Exactly a year later, another first Decorah eagles egg

Live web stream from a second nest about to start

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Some good things don’t change much.

The Decorah eagles welcomed their first egg of the season to the nest at 8:28 p.m. Thursday — the same calendar date as last year’s first egg.

“Their biological clocks are unbelievable,” said John Howe, director of the Raptor Resource Project, which provides round-the-clock streaming video of the nest near the Decorah Fish Hatchery.

Howe said the female eagle, known affectionately as “Mom” to many Decorah eagle fans, spent much of Thursday in the nest before going into “egg-laying labor” in the evening.

If her biological clock remains true, she will likely lay a second egg in three days and a third egg in an additional three to four days. With the typical 35-day incubation period, the first egg can be expected to hatch around March 24.

The eagles mated before the 2008 nesting season and have since hatched 23 chicks.

Howe said 3,600 people were logged onto the nest cam before noon Friday — a number he expects to climb rapidly as word spreads about the first egg.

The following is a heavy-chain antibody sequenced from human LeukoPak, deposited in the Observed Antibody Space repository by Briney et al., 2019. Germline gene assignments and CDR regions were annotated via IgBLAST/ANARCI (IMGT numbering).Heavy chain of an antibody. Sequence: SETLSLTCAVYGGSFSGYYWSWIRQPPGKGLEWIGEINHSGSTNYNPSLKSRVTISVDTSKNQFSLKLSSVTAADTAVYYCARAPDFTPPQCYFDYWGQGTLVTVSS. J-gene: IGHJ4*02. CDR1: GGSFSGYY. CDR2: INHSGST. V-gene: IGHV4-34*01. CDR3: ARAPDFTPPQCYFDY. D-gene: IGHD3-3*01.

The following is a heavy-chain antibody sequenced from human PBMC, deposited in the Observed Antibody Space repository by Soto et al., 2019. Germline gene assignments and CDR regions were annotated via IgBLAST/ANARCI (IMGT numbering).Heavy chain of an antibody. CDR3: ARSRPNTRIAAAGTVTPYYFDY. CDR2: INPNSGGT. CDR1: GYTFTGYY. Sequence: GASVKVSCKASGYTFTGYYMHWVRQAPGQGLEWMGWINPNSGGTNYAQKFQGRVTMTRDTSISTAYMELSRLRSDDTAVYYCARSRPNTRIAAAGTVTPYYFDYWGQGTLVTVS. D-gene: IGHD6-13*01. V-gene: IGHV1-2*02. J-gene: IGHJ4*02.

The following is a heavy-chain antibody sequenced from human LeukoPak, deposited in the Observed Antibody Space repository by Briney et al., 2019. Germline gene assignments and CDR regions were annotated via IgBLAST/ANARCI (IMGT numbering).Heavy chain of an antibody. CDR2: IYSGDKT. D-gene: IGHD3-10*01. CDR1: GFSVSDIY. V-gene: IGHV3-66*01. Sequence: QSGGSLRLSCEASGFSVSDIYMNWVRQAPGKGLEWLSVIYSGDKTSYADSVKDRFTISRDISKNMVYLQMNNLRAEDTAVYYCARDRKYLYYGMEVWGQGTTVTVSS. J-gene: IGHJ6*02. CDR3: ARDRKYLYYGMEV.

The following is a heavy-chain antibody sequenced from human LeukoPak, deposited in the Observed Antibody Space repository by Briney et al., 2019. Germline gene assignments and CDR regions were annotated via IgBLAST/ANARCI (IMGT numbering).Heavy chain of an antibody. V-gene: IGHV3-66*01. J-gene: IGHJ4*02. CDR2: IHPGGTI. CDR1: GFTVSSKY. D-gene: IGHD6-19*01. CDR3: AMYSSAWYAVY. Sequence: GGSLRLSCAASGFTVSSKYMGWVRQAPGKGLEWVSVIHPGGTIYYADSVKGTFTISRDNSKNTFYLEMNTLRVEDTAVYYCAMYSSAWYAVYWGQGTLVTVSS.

Morning online chat sessions, he said, indicated that “a lot of school classrooms were on line” learning about and appreciating the eagles.

Just before noon Friday, Howe said Mom took over brooding responsibilities from her mate in a “shift change” indicating that the veteran and highly successful parents have resumed their instinctive family rearing patterns.

Howe said a feed from a second Decorah eagle nest is expected to go online soon.

The second nest, in a secluded rural area north of Decorah, was fitted with a camera and microphones as a backup in case ill luck befell the first nest, Howe said.

The Raptor Resource Project and its partner in the effort, Explore.org, have since decided to stream video from the backup nest.

While most Iowa eagles build their nests in cottonwood trees, the Decorah North nest, as it’s called, is in a white oak tree overlooking a trout stream, according to Howe.

“It’s huge — more than 9 feet long, 7 feet wide and 5 feet deep,” he said.

Howe said not nearly as much is known about its occupants as is known about their intensely studied counterparts at the fish hatchery.

“We know that this is the third nest built in the area in the past six or seven years, but we are not sure if they’ve all been built by the same pair,” he said.

Howe said the Decorah North eagles have been lining their nest with cornstalks and leaves — a sign that their first egg may be arriving soon.

The eagle cams are at www.raptorresource.org. Click on “birdcams” near the top of the page.

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